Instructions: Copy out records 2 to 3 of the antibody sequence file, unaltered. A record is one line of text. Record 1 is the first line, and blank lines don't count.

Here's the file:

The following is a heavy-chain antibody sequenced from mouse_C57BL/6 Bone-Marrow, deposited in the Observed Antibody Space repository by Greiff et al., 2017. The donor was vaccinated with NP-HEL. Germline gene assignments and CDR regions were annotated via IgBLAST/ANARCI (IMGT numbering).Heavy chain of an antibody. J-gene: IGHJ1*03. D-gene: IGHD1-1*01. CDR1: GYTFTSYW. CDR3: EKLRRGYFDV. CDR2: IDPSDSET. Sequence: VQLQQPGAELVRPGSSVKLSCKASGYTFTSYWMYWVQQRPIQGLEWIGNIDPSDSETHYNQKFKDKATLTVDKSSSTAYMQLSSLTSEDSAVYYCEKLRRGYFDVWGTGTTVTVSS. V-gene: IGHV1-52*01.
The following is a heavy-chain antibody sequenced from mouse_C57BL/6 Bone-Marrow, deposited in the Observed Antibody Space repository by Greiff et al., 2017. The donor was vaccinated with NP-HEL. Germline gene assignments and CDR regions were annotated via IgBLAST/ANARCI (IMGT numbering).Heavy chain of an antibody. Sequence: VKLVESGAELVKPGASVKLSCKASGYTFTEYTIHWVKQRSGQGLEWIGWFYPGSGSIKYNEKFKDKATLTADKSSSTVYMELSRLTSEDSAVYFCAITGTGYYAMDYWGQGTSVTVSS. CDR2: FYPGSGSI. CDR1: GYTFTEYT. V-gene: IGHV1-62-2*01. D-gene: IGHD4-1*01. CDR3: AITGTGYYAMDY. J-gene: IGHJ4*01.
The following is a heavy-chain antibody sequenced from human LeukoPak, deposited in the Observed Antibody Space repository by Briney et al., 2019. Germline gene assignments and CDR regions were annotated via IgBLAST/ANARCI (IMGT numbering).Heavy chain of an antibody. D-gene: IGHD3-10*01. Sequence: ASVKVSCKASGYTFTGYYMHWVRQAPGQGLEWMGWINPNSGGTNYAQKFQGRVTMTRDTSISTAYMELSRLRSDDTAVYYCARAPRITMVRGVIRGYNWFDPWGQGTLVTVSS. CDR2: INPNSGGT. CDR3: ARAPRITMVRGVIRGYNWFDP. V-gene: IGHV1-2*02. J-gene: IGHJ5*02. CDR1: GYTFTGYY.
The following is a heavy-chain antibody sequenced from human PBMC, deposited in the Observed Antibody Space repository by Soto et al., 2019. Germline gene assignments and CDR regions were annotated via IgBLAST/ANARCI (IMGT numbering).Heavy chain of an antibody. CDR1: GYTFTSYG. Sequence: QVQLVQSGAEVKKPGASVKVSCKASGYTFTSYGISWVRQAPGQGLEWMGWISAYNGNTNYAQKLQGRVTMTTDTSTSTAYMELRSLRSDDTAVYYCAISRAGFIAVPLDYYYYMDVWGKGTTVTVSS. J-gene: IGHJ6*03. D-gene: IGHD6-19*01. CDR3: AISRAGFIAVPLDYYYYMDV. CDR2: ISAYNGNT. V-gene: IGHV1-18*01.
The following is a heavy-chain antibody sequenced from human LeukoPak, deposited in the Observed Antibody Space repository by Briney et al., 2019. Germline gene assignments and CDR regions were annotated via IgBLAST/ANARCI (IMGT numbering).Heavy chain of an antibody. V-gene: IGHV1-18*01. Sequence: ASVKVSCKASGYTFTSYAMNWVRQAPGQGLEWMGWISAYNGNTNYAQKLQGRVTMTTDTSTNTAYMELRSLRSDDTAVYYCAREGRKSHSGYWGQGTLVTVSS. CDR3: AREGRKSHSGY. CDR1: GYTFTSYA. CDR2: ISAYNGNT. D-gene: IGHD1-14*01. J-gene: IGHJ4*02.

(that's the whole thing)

The following is a heavy-chain antibody sequenced from mouse_C57BL/6 Bone-Marrow, deposited in the Observed Antibody Space repository by Greiff et al., 2017. The donor was vaccinated with NP-HEL. Germline gene assignments and CDR regions were annotated via IgBLAST/ANARCI (IMGT numbering).Heavy chain of an antibody. Sequence: VKLVESGAELVKPGASVKLSCKASGYTFTEYTIHWVKQRSGQGLEWIGWFYPGSGSIKYNEKFKDKATLTADKSSSTVYMELSRLTSEDSAVYFCAITGTGYYAMDYWGQGTSVTVSS. CDR2: FYPGSGSI. CDR1: GYTFTEYT. V-gene: IGHV1-62-2*01. D-gene: IGHD4-1*01. CDR3: AITGTGYYAMDY. J-gene: IGHJ4*01.
The following is a heavy-chain antibody sequenced from human LeukoPak, deposited in the Observed Antibody Space repository by Briney et al., 2019. Germline gene assignments and CDR regions were annotated via IgBLAST/ANARCI (IMGT numbering).Heavy chain of an antibody. D-gene: IGHD3-10*01. Sequence: ASVKVSCKASGYTFTGYYMHWVRQAPGQGLEWMGWINPNSGGTNYAQKFQGRVTMTRDTSISTAYMELSRLRSDDTAVYYCARAPRITMVRGVIRGYNWFDPWGQGTLVTVSS. CDR2: INPNSGGT. CDR3: ARAPRITMVRGVIRGYNWFDP. V-gene: IGHV1-2*02. J-gene: IGHJ5*02. CDR1: GYTFTGYY.